Aune Adel Ophthalmologist

(Finn Med J) 6/74, Tetralogia – näkemys oftalmologiasta – lataa suomenkielinen pdf
(translation)
Tetralogy -A view on ophthalmology

This book is intended to ophthalmologists, the author herself beig an ophthalmologist. It should, however, interest specialists in other fields since an enterily new approach to ophthalmolgy is presented. This study breaks the traditional narrow boundaries of ophthalmolgy penetrating into the most central fields of medicine as a whole.

This book is not a doctrinal! work based on theoretical speculation nor is it a product of an unusual imaginative power. On the contrary, it is the anatomy of the work at a private practice during a period of years. The rerults of this work, however, did not fully satisfy the practitioner. Instead they seemed continously to leave the door open to crticism leading to the search for new ways and methods. The ideas of the book, it seems to me, started with an intense questioning. Why does this particular patient show this kind of a refrative error, ananisometropia, a heterophoria, an increased intraocular tension etc. When the answer finally emerged the symptomatic treatment was resolutely given up. Thus”the exact correction” of a refractive error, the operative measure, the hastily written prescription for lowering the tension were abandoned. With the etiological factor found, the recognized academic measures no longer proved rational. Logical thinking combined with longterm clinical observation led to new methods and to therapy in conditions which, until now, have been considered beyond treatment.

The central theme of “Tetralogy” is the refraction of the eye, its determination, variations and its effect on the organism as a whole. Contrary to the textbooks, which divide refractive errors into three groups, the author believes that there is only one refractive error, hyperopia, together with its various grades. Thus myopia and astigmatism are distortions, artifacts, due to the corrective mechanisms of the eye, the accommodation performed by the ciliary muscle with its autonomous innervation. Under continuous strain and a presumable overexcitability the result may end not only in pseudo-myopia and pseudo-astigmatism but at same time in over-activation  a possible sensitization of the entire autonomous nervous system. This is manifested in clinical symptoms as headaches, migraine, epilepic attacks, attacks of pseudo-angina pectoris, intestinal spasms, to mention only a few. Ocular symptoms include accommodative spasm, often combined with pseudo-myopia and pseudo-astigmatism, anisometropia, nystagmus, conjunctival irritations, photophobia, even detachments and degenerative conditions of the retina. Treatment is always solved once the etitology is found. Thus refractive error should not necessarily be corrected by prescribing lenses giving the best visual acuity at distance but by correcting the latent hyperopia as thoroughly as possible. Seemingly paradoxically, plus lenses are prescribed for pseudo-myopia the idea being, of course, relaxation of the accommodative spasm. The hazards of minus lenses are clearly brought out in the clinical material of the book.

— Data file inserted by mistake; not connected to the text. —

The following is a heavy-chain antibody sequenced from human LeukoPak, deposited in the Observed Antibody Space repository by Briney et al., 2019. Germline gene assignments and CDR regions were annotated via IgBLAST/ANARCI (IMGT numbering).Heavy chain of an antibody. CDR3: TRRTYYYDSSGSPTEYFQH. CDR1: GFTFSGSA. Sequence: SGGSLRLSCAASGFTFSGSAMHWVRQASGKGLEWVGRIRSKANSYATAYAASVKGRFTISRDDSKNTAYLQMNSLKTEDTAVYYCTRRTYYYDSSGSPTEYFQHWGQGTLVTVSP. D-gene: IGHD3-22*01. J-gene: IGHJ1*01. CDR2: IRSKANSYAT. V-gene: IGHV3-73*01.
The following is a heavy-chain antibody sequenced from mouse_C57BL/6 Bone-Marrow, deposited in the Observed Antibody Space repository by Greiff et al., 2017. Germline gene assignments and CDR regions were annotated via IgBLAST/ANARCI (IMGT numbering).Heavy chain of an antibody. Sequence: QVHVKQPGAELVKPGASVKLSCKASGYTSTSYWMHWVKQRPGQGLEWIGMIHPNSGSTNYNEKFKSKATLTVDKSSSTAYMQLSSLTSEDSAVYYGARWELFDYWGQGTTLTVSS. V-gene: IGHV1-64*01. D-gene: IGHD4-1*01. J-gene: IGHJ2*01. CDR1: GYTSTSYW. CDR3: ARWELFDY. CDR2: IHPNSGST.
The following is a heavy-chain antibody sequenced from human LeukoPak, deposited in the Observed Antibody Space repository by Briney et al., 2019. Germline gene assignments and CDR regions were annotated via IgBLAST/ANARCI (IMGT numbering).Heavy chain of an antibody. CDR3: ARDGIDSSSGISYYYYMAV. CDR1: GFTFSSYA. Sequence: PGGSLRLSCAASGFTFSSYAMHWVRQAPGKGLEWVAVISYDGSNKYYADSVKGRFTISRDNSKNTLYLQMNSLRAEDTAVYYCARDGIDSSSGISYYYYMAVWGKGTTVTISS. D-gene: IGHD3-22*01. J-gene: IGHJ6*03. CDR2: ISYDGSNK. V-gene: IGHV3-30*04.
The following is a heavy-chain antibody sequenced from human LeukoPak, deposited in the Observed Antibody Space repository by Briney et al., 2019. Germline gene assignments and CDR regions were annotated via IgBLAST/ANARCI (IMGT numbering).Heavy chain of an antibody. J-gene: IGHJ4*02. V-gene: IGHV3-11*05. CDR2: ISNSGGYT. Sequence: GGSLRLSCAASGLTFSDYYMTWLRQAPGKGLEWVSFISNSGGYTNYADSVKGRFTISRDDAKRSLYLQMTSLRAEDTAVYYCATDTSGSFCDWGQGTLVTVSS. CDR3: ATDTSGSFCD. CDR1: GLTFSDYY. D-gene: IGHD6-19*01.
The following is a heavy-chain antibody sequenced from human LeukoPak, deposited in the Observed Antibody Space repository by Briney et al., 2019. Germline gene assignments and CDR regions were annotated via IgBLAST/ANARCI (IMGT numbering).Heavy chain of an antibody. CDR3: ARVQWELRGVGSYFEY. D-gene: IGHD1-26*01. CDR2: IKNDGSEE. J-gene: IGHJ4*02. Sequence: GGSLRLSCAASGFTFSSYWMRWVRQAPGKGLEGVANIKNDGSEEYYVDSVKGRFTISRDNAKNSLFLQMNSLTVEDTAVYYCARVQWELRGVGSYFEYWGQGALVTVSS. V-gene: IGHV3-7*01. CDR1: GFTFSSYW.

Further the book shows clearly that applying optics as such into a living organism, the eye, may have a clearly damaging effect. Correction of the refractive error at the moment of an examination is a relatively simple procedure by present methods. Thus correction of a refractive error according to the retinoscopy or refractometer findings and prescription of lenses giving the best visual aquity at five to six meters is easily performed. In practice this has led to certain schematism and nonchalance.  Prescription of lenses comes easily (touring ophthalmologists prescriptions by opticians). On the other hand, a procedure that consists in a nearly mechanical measuring  may easily become tedious. Many ophthalmologists therefore consider refraction the least interesting part of their field. It has even become a negation, it may be omitted entirely or left in the hands of the least experienced practitioner or of an optician. The results may be disastrous.

Adoption of the ideas of Tetralogy may not come easily. For an ophthalmologist it means a change of attitude and abandoning hypothesis already crystallized to axioms. But once adopted they offer the possibility of really helping the patient. They not only give significance to determination of refraction so often considered trivial but at the same time open up new dimensions invisible to both the retinoscope and the ophthalmoscope -a fact for which an ophthalmologist cannot be but grateful. The author has not by customary scientific methods attempted to prove her achievements. Every practicing ophthalmologist, however, will be able to find the observations true provided he has the desire to “see wood for trees”. Tetralogy, in my opinion, is more than a more scientific work. It breaths the joy of a basic perception having its full applicability in practice. This joy the author wants to share with her colleagues. What importance Tetralogy will have on medicine as a whole can so far only be envisaged.

Aune Adel Ophthalmologist